“Sadly, it’s a Kardashian.”
With four words, and on my fourth cocktail, I joined the ranks of Meryl Streep, Oprah Winfrey, countless Real Housewives and, somewhat inexplicably, Dan Rather. I drunkenly spoke to Andy Cohen on his boozed-up carnival of a late-night talk show, Watch What Happens Live, on Sunday night. I was his “guest bartender.”
For just over five years, Bravo’s scrappy, flamboyant little talk show has been broadcasting from a cramped tchotchke-adorned studio affectionately dubbed the “Bravo Clubhouse.” It began in July 2009 as a once-a-week “aftershow” for the network’s popular Real Housewives series hosted by Cohen, the man who shepherded the Ladies Who Lunch (and Flip the Tables They Ate On) franchise to zeitgeist-phenomenon status.
They gabbed. They gossiped. They played kitschy games. They pounded cocktails. “We quickly realized, as we knew when we went into it, that the format works for no matter who’s there,” Cohen told me before we went live on Sunday night.
With the yucksters on late-night broadcast sticking to a traditional script—hammy monologue, pre-canned banter with celebrity guests, musical performances—Watch What Happens Live was like the low-rent party down the street. It was non-conformist, unapologetic, and where everyone was having more fun.
Audiences were both baffled and delighted by the show’s random talent pairings (Meredith Vieira and Samuel L. Jackson? OK. Lisa Rinna and Dakota Fanning? Sure, why not!) and gleefully scandalized by typically buttoned-up celebrities loosening their collars, swilling some libations, and actually saying interesting and often surprising things on a talk show.
Five years later, and especially since graduating to five nights a week in January 2012, the show has not only increased in prestige, attracting A-list talent like Queens Winfrey and Streep, but also in mainstream popularity.
With the late-night landscape changing on a seemingly daily basis—welcome to the new Daily Show—the show that broke the mold with its steadfast mission to be proudly silly and proudly itself may now be the one with the most influence on tradition.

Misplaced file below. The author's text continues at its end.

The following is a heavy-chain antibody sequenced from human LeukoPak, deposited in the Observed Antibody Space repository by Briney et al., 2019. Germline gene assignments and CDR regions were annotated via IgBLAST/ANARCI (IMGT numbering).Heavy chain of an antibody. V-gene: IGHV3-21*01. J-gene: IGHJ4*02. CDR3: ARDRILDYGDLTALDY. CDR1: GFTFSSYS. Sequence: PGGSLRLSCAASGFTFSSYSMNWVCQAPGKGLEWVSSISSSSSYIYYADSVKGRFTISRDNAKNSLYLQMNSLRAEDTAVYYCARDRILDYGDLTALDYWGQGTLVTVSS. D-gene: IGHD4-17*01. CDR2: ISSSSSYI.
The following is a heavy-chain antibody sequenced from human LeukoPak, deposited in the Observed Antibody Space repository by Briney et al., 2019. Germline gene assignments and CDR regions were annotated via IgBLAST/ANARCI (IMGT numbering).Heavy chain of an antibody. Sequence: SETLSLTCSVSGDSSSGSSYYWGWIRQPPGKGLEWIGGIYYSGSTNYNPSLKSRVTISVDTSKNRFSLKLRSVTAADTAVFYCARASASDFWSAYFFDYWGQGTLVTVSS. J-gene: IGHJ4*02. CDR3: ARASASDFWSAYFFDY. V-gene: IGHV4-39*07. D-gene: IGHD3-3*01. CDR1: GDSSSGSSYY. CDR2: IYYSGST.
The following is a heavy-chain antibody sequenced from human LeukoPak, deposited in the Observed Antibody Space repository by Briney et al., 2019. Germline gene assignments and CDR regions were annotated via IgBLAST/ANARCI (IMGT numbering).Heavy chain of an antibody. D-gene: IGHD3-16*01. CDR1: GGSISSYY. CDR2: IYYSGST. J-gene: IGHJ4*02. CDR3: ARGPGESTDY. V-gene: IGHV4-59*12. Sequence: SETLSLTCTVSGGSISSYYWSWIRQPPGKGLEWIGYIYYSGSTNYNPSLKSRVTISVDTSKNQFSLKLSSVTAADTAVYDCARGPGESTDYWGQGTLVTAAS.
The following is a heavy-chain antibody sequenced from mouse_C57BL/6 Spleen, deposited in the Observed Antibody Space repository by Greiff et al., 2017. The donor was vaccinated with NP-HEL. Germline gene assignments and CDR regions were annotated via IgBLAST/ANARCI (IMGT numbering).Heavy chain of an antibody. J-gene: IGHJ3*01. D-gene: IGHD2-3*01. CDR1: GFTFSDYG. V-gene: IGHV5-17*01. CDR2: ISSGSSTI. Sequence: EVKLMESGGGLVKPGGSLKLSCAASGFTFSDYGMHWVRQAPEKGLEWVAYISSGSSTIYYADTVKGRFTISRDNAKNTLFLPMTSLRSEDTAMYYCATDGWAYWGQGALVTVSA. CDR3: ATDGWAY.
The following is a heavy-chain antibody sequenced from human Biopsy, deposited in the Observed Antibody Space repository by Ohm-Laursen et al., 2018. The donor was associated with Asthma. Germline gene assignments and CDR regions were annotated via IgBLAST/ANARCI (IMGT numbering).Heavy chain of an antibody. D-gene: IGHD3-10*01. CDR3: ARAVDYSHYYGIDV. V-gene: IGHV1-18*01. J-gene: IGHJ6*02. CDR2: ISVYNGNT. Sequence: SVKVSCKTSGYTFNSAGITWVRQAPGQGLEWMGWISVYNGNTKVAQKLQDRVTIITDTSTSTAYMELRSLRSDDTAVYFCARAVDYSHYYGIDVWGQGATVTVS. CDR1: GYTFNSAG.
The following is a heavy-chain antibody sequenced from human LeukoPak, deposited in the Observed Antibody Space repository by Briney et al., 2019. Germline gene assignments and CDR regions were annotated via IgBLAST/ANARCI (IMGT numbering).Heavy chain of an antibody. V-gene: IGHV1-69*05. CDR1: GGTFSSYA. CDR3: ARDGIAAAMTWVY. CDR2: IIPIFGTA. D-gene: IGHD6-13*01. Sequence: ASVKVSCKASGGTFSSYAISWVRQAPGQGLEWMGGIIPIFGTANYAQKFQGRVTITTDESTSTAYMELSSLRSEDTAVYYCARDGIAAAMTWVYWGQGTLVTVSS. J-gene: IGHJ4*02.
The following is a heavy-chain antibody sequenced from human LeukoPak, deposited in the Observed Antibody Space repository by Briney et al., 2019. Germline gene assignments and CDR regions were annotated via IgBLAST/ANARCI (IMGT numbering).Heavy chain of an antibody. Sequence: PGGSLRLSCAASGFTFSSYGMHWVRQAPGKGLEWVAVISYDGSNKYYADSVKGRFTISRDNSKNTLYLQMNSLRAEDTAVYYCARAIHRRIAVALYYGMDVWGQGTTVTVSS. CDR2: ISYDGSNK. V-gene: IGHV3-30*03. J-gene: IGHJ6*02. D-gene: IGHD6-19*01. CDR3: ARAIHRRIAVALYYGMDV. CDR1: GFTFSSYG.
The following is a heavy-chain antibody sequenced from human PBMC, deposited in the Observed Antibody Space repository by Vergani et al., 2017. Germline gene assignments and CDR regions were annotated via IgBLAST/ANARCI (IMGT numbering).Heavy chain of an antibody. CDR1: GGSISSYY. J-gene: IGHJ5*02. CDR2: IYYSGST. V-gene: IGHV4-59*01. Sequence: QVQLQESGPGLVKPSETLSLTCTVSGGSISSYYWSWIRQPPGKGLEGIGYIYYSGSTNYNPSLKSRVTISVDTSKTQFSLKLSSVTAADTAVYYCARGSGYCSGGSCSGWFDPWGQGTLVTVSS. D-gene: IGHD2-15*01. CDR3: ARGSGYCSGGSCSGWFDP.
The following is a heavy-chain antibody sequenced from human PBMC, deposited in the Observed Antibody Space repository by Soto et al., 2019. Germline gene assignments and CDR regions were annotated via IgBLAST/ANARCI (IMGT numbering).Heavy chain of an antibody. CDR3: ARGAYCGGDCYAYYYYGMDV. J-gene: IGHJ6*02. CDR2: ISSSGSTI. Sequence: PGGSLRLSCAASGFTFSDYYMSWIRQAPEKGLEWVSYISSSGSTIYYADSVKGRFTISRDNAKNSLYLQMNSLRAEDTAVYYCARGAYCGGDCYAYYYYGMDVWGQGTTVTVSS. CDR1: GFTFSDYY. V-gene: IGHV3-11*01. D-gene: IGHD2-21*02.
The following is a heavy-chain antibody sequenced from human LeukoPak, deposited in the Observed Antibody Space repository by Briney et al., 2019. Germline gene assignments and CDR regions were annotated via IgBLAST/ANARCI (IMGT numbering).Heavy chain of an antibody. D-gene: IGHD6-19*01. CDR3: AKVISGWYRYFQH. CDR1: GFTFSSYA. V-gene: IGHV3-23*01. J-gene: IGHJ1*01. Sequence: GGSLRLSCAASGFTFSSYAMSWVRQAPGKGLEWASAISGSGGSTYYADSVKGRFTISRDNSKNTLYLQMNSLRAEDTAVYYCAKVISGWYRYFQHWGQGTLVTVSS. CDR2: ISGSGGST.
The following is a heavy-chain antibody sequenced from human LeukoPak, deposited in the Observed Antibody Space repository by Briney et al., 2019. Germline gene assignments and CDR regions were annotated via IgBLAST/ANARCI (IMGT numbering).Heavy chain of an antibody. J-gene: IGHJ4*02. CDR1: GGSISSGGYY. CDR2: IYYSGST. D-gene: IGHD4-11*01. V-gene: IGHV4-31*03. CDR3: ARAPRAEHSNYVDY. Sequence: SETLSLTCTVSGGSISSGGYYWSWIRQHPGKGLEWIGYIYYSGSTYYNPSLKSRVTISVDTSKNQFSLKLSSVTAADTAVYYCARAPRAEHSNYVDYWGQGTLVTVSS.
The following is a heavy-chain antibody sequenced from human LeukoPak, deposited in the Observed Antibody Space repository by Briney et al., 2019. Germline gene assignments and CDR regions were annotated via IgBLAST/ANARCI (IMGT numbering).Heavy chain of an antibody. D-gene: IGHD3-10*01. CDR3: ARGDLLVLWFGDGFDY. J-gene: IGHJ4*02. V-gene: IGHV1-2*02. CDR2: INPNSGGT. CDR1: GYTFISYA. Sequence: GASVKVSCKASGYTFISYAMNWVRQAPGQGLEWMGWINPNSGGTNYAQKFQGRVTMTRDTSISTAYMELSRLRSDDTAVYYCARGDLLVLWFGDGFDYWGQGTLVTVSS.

(Anyone who thinks James Corden, whose show I adore, is the first late-night host to serve drinks in his studio needs to drop everything and immediately watch Regina King and Jackée Harry bombed out of their minds and giving what could very well be the most entertaining late-night interview of all time to Cohen back in 2011.)
In order to get a better understanding of what makes the TV funhouse click, I entered the Clubhouse—to my own extreme excitement, along with that of all my gay friends and especially my Aunt Colleen, who squealed when she heard that the reporter, as Cohen put it, had become part of the entertainment.
For those unfamiliar with Watch What Happens Live, on most nights the show has three guests. Two of them are typically very famous; they sit next to Andy Cohen and give interviews. On Sunday night, those two people were Neil Patrick Harris and Whitney Cummings.
The third person is usually considerably less famous, in this case with fame that does not even register, who is also there to promote something. That person is the guest bartender. On Sunday night that person was me.
The guest bartender, you see, is a bit of a trophy position.
I did not make a single cocktail, mercifully for everyone involved. All that’s required is to stand and wave energetically at the audience a few times when Cohen says your name, a bit like a tipsy pageant queen. At one point I made some goofy gasping face when Andy introduced me and did a cheesy “cheers!” motion at the camera. I deeply regret this.
Because my role was basically to be the jovial mute who stands there smiling and only occasionally speaks, I spent every third minute since finding out I would be on the show frantically fretting about what to wear for this television appearance. As this was booked in mid-August, I spent roughly six weeks of my life in a constant stress loop.